excerpt from Lend Me Your Ear continued…
As it turns out, this plowing was what saved her when that fall she found herself in the cavernous intro to psych lecture hall with some three hundred other students—thankful that her name alphabetically allowed her to sit near the front, but still yearning to be an A so she could optimize the lecture from the choicest chair.

And she read. She bought or checked out a dozen more texts on psychology, biology, the skills of writing an essay. She took copious notes from each of them, recorded and memorized key vocabulary from them, read over those notes and her own in-class lecture notes (which she didn’t trust) carefully each week, adding notes on top of those notes.

She spent most of her freshman year in the all-girl dorm holed up in her room, writing, reading, taking notes, passing. She went swimming—a silent, individual sport—for a “social” life. After that first frightful year of college it got better. The initial panic of failing, of being found out, subsided. She even skipped class now and then, forgot to study scrupulously for each and every test. She still passed quite well. She took a job—a safe one—lifeguarding in a tall, antisocial chair at the university pool on nights and weekends. She kept writing and reading, but now found her interests were far beyond ingesting college textbooks and taking careful notes; outside of her homework, she started working her way through Russian literature (don’t ask me why) and writing short stories.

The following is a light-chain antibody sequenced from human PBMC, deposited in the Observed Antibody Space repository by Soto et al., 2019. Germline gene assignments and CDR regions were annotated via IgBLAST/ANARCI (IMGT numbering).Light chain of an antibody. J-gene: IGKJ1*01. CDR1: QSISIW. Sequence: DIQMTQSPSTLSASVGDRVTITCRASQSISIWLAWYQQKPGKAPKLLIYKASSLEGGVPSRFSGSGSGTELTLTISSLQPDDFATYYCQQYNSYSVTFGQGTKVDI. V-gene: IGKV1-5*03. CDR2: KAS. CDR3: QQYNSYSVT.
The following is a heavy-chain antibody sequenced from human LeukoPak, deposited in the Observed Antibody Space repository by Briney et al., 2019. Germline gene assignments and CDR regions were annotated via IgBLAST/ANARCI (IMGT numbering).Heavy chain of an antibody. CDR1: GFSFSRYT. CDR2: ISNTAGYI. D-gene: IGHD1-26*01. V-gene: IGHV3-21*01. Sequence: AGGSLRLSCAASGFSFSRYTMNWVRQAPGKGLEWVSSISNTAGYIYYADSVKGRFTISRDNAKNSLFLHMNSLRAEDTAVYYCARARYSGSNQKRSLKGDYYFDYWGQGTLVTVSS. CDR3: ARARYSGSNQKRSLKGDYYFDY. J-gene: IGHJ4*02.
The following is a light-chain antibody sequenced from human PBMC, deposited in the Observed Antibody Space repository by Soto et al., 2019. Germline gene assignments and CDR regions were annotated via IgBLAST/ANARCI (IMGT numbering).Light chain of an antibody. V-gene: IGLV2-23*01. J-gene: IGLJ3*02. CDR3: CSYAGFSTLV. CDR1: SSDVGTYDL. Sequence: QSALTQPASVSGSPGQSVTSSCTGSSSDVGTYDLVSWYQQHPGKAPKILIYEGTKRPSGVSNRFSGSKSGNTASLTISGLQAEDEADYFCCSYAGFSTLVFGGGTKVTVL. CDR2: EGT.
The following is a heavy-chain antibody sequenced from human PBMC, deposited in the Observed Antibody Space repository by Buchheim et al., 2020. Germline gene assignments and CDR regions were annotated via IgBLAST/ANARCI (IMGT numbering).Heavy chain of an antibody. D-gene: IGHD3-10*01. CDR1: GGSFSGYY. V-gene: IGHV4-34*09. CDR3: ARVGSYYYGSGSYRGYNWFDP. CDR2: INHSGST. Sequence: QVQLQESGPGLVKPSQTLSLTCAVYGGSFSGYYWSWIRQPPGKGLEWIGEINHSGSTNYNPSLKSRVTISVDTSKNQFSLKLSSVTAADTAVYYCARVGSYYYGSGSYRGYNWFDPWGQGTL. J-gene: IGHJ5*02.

She avoided bars and parties—sooner or later a young man would come slosh a beer on her, ask her something, and not having heard him, but not wanting to appear any of those dreaded things, she would just nod “yes.” It was not always the answer she meant to give.

Books were far easier to control. When she didn’t understand a text, it didn’t seem to mind her asking for a repeat. She could stare hard, be aloof, acquiesce without embarrassing consequences, speak out of turn, and question a book again and again. It didn’t seem to mind. She wasn’t deaf when she was reading or writing. In fact, she came to realize that we are all quite deaf when we read or write—engaged in a signing system that is not oral/aural and is removed from the present.

How many times must she have written—to herself or to someone else—“it’s easier for me to write this than it is to say it; I find the words easier on paper.” On paper she didn’t sound deaf, she could be someone other than herself—an artificer (thus fulfilling Plato’s worst nightmare about the rhetorical potential in writing). On paper she passed.

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